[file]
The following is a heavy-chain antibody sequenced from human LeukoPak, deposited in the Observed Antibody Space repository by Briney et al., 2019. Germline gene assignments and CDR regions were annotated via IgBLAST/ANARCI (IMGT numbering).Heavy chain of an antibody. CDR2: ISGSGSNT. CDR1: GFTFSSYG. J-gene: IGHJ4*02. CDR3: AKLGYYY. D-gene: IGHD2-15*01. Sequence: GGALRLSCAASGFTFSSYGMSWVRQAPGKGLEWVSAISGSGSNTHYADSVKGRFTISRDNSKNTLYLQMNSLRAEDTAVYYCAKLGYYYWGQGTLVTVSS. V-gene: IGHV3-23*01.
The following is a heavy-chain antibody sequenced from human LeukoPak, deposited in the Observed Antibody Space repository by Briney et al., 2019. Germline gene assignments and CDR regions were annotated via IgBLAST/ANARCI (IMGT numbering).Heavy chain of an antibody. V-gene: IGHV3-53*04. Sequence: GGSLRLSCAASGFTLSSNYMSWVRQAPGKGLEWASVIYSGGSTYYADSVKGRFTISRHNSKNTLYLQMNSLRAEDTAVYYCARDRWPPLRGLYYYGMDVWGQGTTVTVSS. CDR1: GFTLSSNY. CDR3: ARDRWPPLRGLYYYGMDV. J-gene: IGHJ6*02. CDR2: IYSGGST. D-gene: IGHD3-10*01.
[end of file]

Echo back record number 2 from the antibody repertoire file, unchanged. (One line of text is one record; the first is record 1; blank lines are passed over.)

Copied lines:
The following is a heavy-chain antibody sequenced from human LeukoPak, deposited in the Observed Antibody Space repository by Briney et al., 2019. Germline gene assignments and CDR regions were annotated via IgBLAST/ANARCI (IMGT numbering).Heavy chain of an antibody. V-gene: IGHV3-53*04. Sequence: GGSLRLSCAASGFTLSSNYMSWVRQAPGKGLEWASVIYSGGSTYYADSVKGRFTISRHNSKNTLYLQMNSLRAEDTAVYYCARDRWPPLRGLYYYGMDVWGQGTTVTVSS. CDR1: GFTLSSNY. CDR3: ARDRWPPLRGLYYYGMDV. J-gene: IGHJ6*02. CDR2: IYSGGST. D-gene: IGHD3-10*01.